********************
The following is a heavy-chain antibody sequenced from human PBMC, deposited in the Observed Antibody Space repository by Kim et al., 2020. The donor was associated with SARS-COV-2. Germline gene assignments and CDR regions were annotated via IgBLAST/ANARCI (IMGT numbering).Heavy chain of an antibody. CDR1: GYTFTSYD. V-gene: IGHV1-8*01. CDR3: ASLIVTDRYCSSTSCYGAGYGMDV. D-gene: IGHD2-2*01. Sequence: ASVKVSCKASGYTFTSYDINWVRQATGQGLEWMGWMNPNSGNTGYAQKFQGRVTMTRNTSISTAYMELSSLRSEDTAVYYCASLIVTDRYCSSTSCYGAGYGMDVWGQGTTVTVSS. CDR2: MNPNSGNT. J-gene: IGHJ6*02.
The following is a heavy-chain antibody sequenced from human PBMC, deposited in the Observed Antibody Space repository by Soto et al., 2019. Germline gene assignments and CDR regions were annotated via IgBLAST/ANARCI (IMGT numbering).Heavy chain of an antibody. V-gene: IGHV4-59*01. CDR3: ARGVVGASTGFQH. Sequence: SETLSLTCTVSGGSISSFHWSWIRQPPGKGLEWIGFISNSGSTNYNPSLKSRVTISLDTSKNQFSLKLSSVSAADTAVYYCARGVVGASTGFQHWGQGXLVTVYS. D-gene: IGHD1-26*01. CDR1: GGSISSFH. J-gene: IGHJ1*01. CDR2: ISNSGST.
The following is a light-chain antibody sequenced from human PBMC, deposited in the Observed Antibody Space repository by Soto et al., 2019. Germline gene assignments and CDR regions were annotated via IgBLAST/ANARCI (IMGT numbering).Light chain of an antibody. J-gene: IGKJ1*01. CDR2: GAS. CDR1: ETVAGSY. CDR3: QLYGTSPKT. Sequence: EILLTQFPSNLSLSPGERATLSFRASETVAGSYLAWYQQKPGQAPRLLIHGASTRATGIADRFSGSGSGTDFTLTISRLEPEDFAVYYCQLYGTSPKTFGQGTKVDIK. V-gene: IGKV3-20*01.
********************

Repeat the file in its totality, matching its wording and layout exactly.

The following is a heavy-chain antibody sequenced from human PBMC, deposited in the Observed Antibody Space repository by Kim et al., 2020. The donor was associated with SARS-COV-2. Germline gene assignments and CDR regions were annotated via IgBLAST/ANARCI (IMGT numbering).Heavy chain of an antibody. CDR1: GYTFTSYD. V-gene: IGHV1-8*01. CDR3: ASLIVTDRYCSSTSCYGAGYGMDV. D-gene: IGHD2-2*01. Sequence: ASVKVSCKASGYTFTSYDINWVRQATGQGLEWMGWMNPNSGNTGYAQKFQGRVTMTRNTSISTAYMELSSLRSEDTAVYYCASLIVTDRYCSSTSCYGAGYGMDVWGQGTTVTVSS. CDR2: MNPNSGNT. J-gene: IGHJ6*02.
The following is a heavy-chain antibody sequenced from human PBMC, deposited in the Observed Antibody Space repository by Soto et al., 2019. Germline gene assignments and CDR regions were annotated via IgBLAST/ANARCI (IMGT numbering).Heavy chain of an antibody. V-gene: IGHV4-59*01. CDR3: ARGVVGASTGFQH. Sequence: SETLSLTCTVSGGSISSFHWSWIRQPPGKGLEWIGFISNSGSTNYNPSLKSRVTISLDTSKNQFSLKLSSVSAADTAVYYCARGVVGASTGFQHWGQGXLVTVYS. D-gene: IGHD1-26*01. CDR1: GGSISSFH. J-gene: IGHJ1*01. CDR2: ISNSGST.
The following is a light-chain antibody sequenced from human PBMC, deposited in the Observed Antibody Space repository by Soto et al., 2019. Germline gene assignments and CDR regions were annotated via IgBLAST/ANARCI (IMGT numbering).Light chain of an antibody. J-gene: IGKJ1*01. CDR2: GAS. CDR1: ETVAGSY. CDR3: QLYGTSPKT. Sequence: EILLTQFPSNLSLSPGERATLSFRASETVAGSYLAWYQQKPGQAPRLLIHGASTRATGIADRFSGSGSGTDFTLTISRLEPEDFAVYYCQLYGTSPKTFGQGTKVDIK. V-gene: IGKV3-20*01.